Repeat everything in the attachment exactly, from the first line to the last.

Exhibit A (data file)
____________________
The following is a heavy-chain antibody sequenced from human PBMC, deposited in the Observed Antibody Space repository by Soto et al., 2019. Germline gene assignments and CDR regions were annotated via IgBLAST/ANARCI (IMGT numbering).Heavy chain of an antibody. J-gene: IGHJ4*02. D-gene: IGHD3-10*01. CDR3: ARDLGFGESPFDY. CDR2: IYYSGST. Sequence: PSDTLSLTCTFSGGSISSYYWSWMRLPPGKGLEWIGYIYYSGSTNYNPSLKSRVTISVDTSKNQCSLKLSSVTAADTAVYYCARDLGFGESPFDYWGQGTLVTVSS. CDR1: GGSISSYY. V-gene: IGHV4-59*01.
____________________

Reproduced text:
The following is a heavy-chain antibody sequenced from human PBMC, deposited in the Observed Antibody Space repository by Soto et al., 2019. Germline gene assignments and CDR regions were annotated via IgBLAST/ANARCI (IMGT numbering).Heavy chain of an antibody. J-gene: IGHJ4*02. D-gene: IGHD3-10*01. CDR3: ARDLGFGESPFDY. CDR2: IYYSGST. Sequence: PSDTLSLTCTFSGGSISSYYWSWMRLPPGKGLEWIGYIYYSGSTNYNPSLKSRVTISVDTSKNQCSLKLSSVTAADTAVYYCARDLGFGESPFDYWGQGTLVTVSS. CDR1: GGSISSYY. V-gene: IGHV4-59*01.